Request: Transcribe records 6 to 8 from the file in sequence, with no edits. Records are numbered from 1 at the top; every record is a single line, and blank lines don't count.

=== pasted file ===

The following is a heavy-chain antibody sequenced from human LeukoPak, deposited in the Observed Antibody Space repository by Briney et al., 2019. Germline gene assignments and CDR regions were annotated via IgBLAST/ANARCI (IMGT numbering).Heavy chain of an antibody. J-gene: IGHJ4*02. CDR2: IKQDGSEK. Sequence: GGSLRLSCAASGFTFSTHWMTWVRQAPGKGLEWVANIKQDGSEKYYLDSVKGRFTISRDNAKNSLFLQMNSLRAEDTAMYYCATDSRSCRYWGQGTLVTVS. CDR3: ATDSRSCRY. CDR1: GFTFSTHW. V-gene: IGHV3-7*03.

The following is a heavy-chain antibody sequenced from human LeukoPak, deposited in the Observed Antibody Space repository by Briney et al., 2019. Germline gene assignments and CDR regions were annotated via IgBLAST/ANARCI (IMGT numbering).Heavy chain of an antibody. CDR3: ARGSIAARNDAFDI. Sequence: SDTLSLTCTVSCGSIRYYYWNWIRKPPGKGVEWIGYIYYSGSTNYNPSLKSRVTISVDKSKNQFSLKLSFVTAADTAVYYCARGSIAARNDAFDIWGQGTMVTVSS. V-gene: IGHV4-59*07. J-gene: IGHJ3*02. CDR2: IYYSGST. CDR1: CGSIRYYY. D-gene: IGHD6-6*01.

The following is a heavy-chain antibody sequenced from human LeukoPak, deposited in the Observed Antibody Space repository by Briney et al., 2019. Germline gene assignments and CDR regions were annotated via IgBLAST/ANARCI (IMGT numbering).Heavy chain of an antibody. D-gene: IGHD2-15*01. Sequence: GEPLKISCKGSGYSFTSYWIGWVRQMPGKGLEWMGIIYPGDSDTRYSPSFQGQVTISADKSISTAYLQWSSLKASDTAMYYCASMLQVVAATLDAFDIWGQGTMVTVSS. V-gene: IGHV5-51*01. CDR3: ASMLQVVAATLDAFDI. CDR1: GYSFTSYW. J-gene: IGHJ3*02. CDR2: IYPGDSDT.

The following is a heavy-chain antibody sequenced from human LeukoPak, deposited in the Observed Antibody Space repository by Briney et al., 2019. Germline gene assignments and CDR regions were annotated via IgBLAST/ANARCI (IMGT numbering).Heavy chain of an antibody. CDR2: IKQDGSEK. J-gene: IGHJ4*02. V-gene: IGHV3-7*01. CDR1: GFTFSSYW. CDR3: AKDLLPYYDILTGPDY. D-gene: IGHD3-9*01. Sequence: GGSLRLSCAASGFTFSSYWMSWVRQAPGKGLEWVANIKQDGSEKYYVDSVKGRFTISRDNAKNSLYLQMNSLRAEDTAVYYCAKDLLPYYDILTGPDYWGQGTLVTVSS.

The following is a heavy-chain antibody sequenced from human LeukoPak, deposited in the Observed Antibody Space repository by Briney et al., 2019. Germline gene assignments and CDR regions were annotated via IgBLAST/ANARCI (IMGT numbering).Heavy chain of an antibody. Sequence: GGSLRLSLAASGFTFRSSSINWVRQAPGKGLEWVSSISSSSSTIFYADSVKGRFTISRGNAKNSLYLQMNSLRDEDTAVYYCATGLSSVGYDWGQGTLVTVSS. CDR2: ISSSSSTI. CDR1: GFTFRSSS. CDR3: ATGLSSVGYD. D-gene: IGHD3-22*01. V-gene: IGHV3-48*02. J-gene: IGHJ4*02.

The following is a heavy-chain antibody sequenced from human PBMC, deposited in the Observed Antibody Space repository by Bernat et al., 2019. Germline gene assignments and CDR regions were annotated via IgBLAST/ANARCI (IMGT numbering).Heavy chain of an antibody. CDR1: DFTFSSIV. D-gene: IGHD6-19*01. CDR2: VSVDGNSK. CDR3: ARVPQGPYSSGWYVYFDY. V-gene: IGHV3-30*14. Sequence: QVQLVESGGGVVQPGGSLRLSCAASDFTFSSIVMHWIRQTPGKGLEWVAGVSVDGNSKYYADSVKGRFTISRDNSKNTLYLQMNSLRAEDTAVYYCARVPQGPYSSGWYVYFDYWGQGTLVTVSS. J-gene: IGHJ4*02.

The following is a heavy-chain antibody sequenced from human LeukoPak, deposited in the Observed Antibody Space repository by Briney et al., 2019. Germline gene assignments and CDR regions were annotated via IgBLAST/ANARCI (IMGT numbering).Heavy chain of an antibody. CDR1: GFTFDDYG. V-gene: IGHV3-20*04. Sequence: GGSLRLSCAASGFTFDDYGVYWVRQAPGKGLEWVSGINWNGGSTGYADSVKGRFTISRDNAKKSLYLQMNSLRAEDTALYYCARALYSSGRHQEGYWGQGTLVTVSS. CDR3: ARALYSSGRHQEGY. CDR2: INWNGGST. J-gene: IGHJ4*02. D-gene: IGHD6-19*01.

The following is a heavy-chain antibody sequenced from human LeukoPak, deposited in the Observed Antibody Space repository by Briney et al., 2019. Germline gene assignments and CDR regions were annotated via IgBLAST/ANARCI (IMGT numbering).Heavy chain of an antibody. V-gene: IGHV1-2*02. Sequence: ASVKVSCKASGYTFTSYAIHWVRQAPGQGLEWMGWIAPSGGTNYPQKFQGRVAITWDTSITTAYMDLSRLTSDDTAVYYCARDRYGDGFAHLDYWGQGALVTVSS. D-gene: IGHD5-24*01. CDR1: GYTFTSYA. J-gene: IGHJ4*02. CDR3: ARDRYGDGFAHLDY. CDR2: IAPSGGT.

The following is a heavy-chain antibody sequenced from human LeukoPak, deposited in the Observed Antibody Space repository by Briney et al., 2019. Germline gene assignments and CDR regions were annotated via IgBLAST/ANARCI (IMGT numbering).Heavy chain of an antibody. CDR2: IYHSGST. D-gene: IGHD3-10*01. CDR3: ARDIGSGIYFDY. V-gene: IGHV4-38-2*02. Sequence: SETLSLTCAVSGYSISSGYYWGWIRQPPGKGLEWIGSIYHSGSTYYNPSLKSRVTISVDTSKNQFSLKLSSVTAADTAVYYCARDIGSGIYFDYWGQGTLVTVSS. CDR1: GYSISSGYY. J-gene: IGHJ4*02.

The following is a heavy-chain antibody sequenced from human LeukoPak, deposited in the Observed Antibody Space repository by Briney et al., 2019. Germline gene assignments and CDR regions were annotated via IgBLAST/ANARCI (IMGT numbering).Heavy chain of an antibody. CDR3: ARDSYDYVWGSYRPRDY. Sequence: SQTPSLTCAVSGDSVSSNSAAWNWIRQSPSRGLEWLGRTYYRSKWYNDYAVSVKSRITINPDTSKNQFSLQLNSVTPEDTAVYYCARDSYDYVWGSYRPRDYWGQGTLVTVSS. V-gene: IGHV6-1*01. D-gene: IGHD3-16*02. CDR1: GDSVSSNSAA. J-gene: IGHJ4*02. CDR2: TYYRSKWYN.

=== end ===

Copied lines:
The following is a heavy-chain antibody sequenced from human PBMC, deposited in the Observed Antibody Space repository by Bernat et al., 2019. Germline gene assignments and CDR regions were annotated via IgBLAST/ANARCI (IMGT numbering).Heavy chain of an antibody. CDR1: DFTFSSIV. D-gene: IGHD6-19*01. CDR2: VSVDGNSK. CDR3: ARVPQGPYSSGWYVYFDY. V-gene: IGHV3-30*14. Sequence: QVQLVESGGGVVQPGGSLRLSCAASDFTFSSIVMHWIRQTPGKGLEWVAGVSVDGNSKYYADSVKGRFTISRDNSKNTLYLQMNSLRAEDTAVYYCARVPQGPYSSGWYVYFDYWGQGTLVTVSS. J-gene: IGHJ4*02.

The following is a heavy-chain antibody sequenced from human LeukoPak, deposited in the Observed Antibody Space repository by Briney et al., 2019. Germline gene assignments and CDR regions were annotated via IgBLAST/ANARCI (IMGT numbering).Heavy chain of an antibody. CDR1: GFTFDDYG. V-gene: IGHV3-20*04. Sequence: GGSLRLSCAASGFTFDDYGVYWVRQAPGKGLEWVSGINWNGGSTGYADSVKGRFTISRDNAKKSLYLQMNSLRAEDTALYYCARALYSSGRHQEGYWGQGTLVTVSS. CDR3: ARALYSSGRHQEGY. CDR2: INWNGGST. J-gene: IGHJ4*02. D-gene: IGHD6-19*01.

The following is a heavy-chain antibody sequenced from human LeukoPak, deposited in the Observed Antibody Space repository by Briney et al., 2019. Germline gene assignments and CDR regions were annotated via IgBLAST/ANARCI (IMGT numbering).Heavy chain of an antibody. V-gene: IGHV1-2*02. Sequence: ASVKVSCKASGYTFTSYAIHWVRQAPGQGLEWMGWIAPSGGTNYPQKFQGRVAITWDTSITTAYMDLSRLTSDDTAVYYCARDRYGDGFAHLDYWGQGALVTVSS. D-gene: IGHD5-24*01. CDR1: GYTFTSYA. J-gene: IGHJ4*02. CDR3: ARDRYGDGFAHLDY. CDR2: IAPSGGT.